WOOD POLYMERS

  • Ajay Karmakar, Panakaj Aggarwal, Jayant Modak and Manas Chanda (2003) Rafting of m-Isopropenyl-a,a-dimethylbenzyl-isocyanate (m-TMI) onto Isotatactic Polypropylene: Synthesis and Characterization Journal of polymer materials  101-107.

A novel vinyl monomer with isocyanate functional group, m-Isopropenyl-a,a-dimethylbenzyl-isocyanate (m-TMI),  was grafted onto  isotactic polypropylene (i-PP)  using dicumyl peroxide (DCP)  as the initiator. This would open up the possibility of using the grafted polymer with the reactive isocyanate group as compatibilizer for blending carbohydrates such as cellulose with polypropylene. The grafting was carried out in a  Brabender Plasticoder at 1800C. The effect of monomer and initiator concentrations on the yield of grafting were investigated by performing statistical analysis.  While the grafting yield increased with the concentration of DCP at any given concentration of m-TMI, the variation of the grafting yield with m-TMI concentration, for a given concentration of DCP, went through a maximum, the optimum yield of 7.8% (w/w) being obtained at 10 wt.% concentration of both DCP and m-TMI. The grafting reaction is accompanied  by considerable chain scission of i-PP, resulting in a decrease in the molecular weight of the grafted polymer. While the molecular weight drops sharply even at a low concentration of DCP, there occurs no further significant change in the molecular weight even at much higher concentrations of the initiator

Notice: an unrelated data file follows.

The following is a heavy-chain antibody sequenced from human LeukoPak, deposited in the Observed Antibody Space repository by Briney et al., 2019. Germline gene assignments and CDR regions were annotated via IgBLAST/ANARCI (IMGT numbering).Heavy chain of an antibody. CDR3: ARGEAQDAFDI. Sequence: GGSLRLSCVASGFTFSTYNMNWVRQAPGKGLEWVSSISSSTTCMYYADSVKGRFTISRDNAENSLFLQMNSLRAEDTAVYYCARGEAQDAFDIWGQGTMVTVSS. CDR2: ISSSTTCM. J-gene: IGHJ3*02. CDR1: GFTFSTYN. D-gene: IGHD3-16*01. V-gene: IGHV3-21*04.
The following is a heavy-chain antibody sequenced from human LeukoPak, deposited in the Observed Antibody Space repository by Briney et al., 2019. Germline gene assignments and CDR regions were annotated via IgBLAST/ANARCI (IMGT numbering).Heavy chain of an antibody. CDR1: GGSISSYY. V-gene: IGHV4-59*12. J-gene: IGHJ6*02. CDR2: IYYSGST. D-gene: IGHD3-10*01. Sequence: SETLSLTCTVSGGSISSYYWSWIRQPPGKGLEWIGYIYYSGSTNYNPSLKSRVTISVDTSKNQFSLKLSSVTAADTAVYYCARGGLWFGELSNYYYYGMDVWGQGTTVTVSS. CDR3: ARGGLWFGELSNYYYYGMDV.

• Chauhan, S.S, Ajay Karmakar, Pankaj Aggarwal. (2006). Evaluation of dynamic  elastic properties of wood filled polypropylene composites.  Journal of Applied polymer science 102:1706-1711.

Dynamic modulus of elasticity (MoE) and shear modulus of wood-filled polypropylene composite at various filler contents ranging from 10% to 50% was determined from the vibration frequencies of disc-shaped specimens. Wood filler was used in both fiber form (pulp) and powder form (wood flour). A novel compatibilizer, m-isopropenyl- a,a-dimethylbenzyl-isocyanate(m-TMI) grafted polypropylene with isocyanate functional group was used to prepare the composites. A linear increase in dynamic MoE, shear modulus, and density of the composite was observed with the increasing filler content. Between the two fillers, wood fiber filled composites exhibited slightly better properties. At 50% filler loading, dynamic MoE of the wood fiber filled composite was 97% higher than that of unfilled polypropylene. Halpin-Tsai model equation was used to describe the changes in the composite modulus with the increasing filler content. The continuous improvement in elastic properties of the composites with the increasing wood filler is attributed to the effective reinforcement of low-modulus polypropylene matrix with the high-modulus wood filler.